Metamaterials keep finding new applications
Although they are already used in modern photonic products on the market, metamaterials are still a huge area for research and scientific discovery. The most interesting applications of metamaterials are lenses free of typical defects (aberrations), anti-radar coatings and miniature antennas. The Military University of Technology is among centres that are developing methods for obtaining artificially created metamaterial structures.
Metamaterials do not occur in nature. They are built on the basis of artificial atoms, i.e. periodically distributed unit cells. The size of such a unit cell is several times smaller than the wavelength, yet the entire structure interacts with the wave.
The concept of tunable resonance microcavity based on graphene is yet another attempt to create metamaterials that in the future can be used in multifunctional photonic devices, such as infrared cameras or military optical sights.
Dr. Michał Dudek, Dr. Rafał Kowerdziej and Alessandro Pianelli from the group of Professor Janusz Parka at the Institute of Technical Physics presented their proposal for the so-called hyperbolic microcavities in Scientific Reports. The paper 'Graphene-based tunable hyperbolic microcavity' was published on January 8, 2021.
The scientists built a tunable resonance microcavity based on hyperbolic metamaterials. These structures consist of alternating layers of conductor and dielectric. The conductor here is graphene, and the dielectric is silica. Computer simulations have shown that both the modulation of the thickness of the silica layers and the change in the voltage applied to the graphene layers affect the tunability of the transmission and reflection properties of the obtained microcavity. The resonance cavity can amplify and modulate the radiation at the same time.
In addition to theoretical analysis, the researchers also proposed to create real photonic structures. If these structures are adapted to the possibilities of industrial production, it will be possible to produce, for example, tunable filters for infrared and visible light. Such filters eliminate unwanted wavelengths from the radiation beam, while letting all others pass through. Their use will improve the functionality of devices such as infrared cameras, optical rangefinders, contamination detectors.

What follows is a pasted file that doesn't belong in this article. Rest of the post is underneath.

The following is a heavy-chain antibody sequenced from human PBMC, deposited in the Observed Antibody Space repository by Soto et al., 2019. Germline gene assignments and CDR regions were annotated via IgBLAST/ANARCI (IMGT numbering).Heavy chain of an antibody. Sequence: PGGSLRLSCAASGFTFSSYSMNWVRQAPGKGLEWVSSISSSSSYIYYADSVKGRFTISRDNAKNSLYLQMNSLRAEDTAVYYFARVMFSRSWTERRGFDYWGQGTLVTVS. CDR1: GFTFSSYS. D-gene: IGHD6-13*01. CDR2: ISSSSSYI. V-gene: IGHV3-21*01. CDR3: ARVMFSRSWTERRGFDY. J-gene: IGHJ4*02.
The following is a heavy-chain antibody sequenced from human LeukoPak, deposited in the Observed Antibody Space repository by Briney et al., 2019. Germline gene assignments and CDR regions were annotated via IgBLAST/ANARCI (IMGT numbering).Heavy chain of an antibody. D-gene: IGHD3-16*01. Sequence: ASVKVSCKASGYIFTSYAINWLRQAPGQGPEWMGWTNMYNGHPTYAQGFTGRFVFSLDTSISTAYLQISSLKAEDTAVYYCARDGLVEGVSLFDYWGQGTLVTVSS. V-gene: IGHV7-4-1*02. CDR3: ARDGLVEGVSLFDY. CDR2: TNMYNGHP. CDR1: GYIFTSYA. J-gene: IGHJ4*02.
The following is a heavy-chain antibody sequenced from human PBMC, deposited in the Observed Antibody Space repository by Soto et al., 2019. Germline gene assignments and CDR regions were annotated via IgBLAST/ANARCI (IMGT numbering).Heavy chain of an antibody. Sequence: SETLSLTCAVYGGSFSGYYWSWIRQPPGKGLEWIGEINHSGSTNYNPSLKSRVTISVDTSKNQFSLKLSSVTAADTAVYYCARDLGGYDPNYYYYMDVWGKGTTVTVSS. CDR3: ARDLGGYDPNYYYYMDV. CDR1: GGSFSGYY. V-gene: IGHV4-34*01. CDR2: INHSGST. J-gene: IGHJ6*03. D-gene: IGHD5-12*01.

The researchers said: “The structures we have described can be used in active and multifunctional photonic devices as tunable filters, modulators, in the construction of lasers, or in applications where high speed of operation is required, for example in modern telecommunications systems, including those essential for the needs of the military.”
METADEVICES BASED ON LIQUID CRYSTALS
Research on metamaterials has been carried out for a decade at the Department of Crystal Physics and Technology’s Faculty of New Technologies and Chemistry of the Military University of Technology. In an earlier publication in the same journal, physicists described a tunable metamaterial visible light modulator. It is a hybrid device built based on a nano-structured metasurface and dual frequency liquid crystal. The authors of the study are Dr. Rafał Kowerdziej, Professor Jerzy Wróbel and Professor Przemysław Kula.
Thanks to the use of a dual frequency liquid crystal, the metamaterial modulator allows to quickly (in less than 1 millisecond) tune and control the amplitude and phase of the transmitted radiation. In addition, it can act as an effective conductor or insulator for certain wavelengths and corresponding electrical voltages.
In the near future, such devices may be used as signal detectors of noise radars and electromagnetic wave modulators for smart ammunition.
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